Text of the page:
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MAISON (Title Track)

Either you ran through every other song review or you skipped ahead, but we’re finally here at “MAISON”, the title track for “Apocalypse: Save Us”. I have to say, based on this era’s pre-comeback schedule and releases, I wasn’t quite sure what to expect from this song. Part of the reason for that was the fact that Dreamcatcher and Dreamcatcher Company have been extremely coy about the reveals — there were no “accidental” spoilers, no big giveaways from the teasers besides the chrous and a few snippets from unidentified portions of the song, and most importantly, no notion of what style the song might come in. This led some in the fandom to come to some conclusions about what “MAISON” might sound like, but as far as I’m concerned, I’ve always been a “wait and see” person in my 11 or so years as a K-Pop fan.

Companies have a way of subverting expectations when it comes to teasers (because, by definition, that’s what they are), and even Dreamcatcher Company has done this as recently as 2020’s “BOCA”, a song that if you only went by the previews and that it was set to be a “moombahton/rock” hybrid, would be light and not as hard-charging rock. The results spoke for themselves, as “BOCA”, as of this writing, still remains Dreamcatcher’s most-viewed music video to date. It definitely proved some fans wrong when it finally released.

Yoohyeon sings about ground-shaking ominous signs in “MAISON”. Source: Dreamcatcher official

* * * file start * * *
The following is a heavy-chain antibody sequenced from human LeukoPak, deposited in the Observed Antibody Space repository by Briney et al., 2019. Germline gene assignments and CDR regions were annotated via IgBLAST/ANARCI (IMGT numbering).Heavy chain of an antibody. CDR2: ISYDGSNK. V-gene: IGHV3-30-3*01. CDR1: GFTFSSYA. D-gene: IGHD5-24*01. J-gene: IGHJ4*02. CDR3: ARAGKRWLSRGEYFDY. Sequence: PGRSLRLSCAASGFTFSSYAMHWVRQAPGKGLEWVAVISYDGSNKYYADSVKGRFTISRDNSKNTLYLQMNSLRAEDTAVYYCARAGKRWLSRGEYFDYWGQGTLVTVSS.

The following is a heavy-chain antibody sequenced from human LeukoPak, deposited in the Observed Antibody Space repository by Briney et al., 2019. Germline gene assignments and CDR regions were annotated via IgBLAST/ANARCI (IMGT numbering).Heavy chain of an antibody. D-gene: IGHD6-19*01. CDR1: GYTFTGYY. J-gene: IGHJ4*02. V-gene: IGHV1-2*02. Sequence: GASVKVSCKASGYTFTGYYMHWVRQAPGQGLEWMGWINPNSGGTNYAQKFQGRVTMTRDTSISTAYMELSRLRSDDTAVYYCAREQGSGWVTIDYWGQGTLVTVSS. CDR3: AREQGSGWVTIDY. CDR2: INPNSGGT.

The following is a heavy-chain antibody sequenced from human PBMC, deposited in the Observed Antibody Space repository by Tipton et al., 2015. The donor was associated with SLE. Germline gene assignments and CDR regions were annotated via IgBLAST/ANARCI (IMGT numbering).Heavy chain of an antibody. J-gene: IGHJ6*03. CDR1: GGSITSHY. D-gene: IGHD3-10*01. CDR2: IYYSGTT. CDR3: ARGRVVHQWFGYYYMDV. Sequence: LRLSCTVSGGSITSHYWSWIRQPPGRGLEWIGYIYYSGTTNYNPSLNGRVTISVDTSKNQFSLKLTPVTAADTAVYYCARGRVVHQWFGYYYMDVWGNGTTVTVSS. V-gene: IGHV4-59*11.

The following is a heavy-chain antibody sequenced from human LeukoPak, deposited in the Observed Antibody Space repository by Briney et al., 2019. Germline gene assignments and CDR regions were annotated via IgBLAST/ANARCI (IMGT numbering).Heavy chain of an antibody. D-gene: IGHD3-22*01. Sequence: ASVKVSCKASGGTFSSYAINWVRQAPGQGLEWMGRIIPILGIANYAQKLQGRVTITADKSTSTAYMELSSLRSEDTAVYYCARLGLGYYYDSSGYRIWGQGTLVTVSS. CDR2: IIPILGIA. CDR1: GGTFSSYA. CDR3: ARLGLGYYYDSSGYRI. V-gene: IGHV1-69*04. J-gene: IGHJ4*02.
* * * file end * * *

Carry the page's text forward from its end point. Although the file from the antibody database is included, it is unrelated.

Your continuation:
This, I think, is what happened with “MAISON”, and while I can only speak for myself as to how that subversion of expectations worked on me, I can give you this context. Since 2018, Dreamcatcher’s “YOU AND I” has been the #1 on my list of Dreamcatcher title tracks — it has the right mix of prop use, layered and beautiful choreography, rock/pop aggression, and story-telling expansiveness that makes it one of the group’s iconic songs, and part of the reason why it was received so well at KCON LA 2018, when the group had a much smaller footprint but a different and intriguing concept to potential fans.

For me, “MAISON” has unseated “YOU AND I” on that list, and is now #1, after the latter survived many excellent Dreamcatcher songs and the entire Dystopia trilogy. It’s that good to me, and here’s essentially why — it’s to me a combination and culmination of everything Dreamcatcher was and is, all wrapped up into one package.

Siyeon turns back to look as the portal to an apocalyptic Earth stands before her. Source: Dreamcatcher official